Claim of Kernel sentences was dropped in 1965.
Later Chomsky dropped the claim that deep structure determined meaning.
There is nothing deep or profound about ``deep structure''. Nor do deep structures have psychological priority over surface structures. To avoid misunderstanding they were later called d-structure and s-structure.
Later theories de-emphasised transformations or dropped them completely. (The relation between competence and performance must be more abstract.)
The more complex the theory, the harder it is to explain how a child can learn such a complex system of rules. Chomsky's response has been to attempt increasingly more abstract levels of explanation. A ``Universal Grammar'', genetically determined, is converted through experience to yield ``particular grammars.'' It is not rules that are acquired, but ``principles.'' Autonomy of syntax continues.
The Principles and Parameters Framework: A general theory of syntax containing a set of (presumably two-valued) parameters which are set according to the particular language being learnt. (eg. English has SVO, Japanaese and Hindi have SOV)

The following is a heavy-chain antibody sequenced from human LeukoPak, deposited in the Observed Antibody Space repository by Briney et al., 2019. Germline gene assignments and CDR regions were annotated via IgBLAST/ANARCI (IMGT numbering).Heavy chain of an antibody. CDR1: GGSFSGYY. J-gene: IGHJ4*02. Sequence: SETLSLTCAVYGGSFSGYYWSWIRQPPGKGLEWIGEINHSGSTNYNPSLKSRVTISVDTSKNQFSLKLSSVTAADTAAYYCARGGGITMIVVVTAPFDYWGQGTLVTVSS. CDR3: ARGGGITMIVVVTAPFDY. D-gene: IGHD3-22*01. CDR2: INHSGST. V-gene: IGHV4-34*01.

One result of increasing abstraction has been the increasing importance given to the lexicon in linguistic theory. While the general features are coded in abstract rules, the lexicon contains the idiosyncratic, unpredictable features (``a list of exceptions'', Chomsky, 1995; cited in Smith, 1999, pp. 50-52).
Chomsky's later view is that the lexicon might be the locus of all variation between languages so that apart from differences in the lexicon, ``there is only one human language.'' (Chomsky 1995/ Smith 1999)
In the latest Chomskian program, called Minimalism, the d-structure and s-structures have been abolished, phrase structures have over time been eliminated. Only two levels of representation remain: the Phonetic Form (PF) and the Logical Form (LF).
(Gardner, MNS pp. 210-222 describes the evolution of Chomsky up till the early '80s.)